Freedom Industries, the company responsible for the chemical spill that left 300,000 West Virginians without tap water for the better part of a week, filled for Chapter 11 bankruptcy Friday.
"I think they underestimated the liabilities just a tad," attorney Aaron Harrah, who firm filed a purported class action lawsuit against Freedom and West Virginia American Water Co., told the Wall Street Journal. According to the Charleston Gazette, the company's assets and liabilities are each listed as between $1 million and $10 million. Freedom owes $3.66 million to its top 20 unsecured creditors, over $2.4 million in unpaid taxes dating back to at least 2000 and nearly $93,000 in Kanawha County property taxes, about half of which were past due and had become delinquent.
The announcement comes at the end of what turned out to be a rough two weeks for Pennsylvania coal mining executive Cliff Forrest, who purchased Freedom Industries for $20 million a week before the 7,500 gallon leak was discovered. The company's troubles, though, are far from over. Harrah said his suit, one of 25-some lawsuits that have been filed against Freedom, is still on:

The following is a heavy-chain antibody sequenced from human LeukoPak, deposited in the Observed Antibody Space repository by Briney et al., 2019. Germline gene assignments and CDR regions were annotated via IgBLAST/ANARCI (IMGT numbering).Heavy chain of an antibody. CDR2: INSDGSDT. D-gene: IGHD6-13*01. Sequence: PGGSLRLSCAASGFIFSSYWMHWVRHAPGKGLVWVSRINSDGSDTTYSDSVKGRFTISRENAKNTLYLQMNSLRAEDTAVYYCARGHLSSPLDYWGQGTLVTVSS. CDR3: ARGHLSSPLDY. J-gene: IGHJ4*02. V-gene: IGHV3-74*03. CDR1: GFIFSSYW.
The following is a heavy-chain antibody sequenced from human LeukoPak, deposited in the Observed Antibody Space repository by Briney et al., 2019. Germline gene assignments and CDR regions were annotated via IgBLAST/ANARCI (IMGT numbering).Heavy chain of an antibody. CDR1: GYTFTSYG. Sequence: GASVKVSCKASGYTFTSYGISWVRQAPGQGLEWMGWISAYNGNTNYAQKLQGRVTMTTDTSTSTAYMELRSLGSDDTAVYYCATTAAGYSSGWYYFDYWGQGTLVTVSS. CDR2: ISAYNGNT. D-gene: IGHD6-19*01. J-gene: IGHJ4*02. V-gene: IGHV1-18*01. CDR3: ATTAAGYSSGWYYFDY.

Bankruptcy offers Freedom a break from having to answer the suits, some of which demand punitive damages. It also opens the door to court-supervised probes into what led to the disaster, and what resources are available to pay any damages.
Mr. Harrah said lawyers pursuing Freedom over the spill are at the start of their investigation into what happened and who should be held accountable. However, the damages are still accumulating in the form of lost business and potential health consequences from the chemical, he said.
"The damages are continuing in nature and continuing to grow," Mr. Harrah said.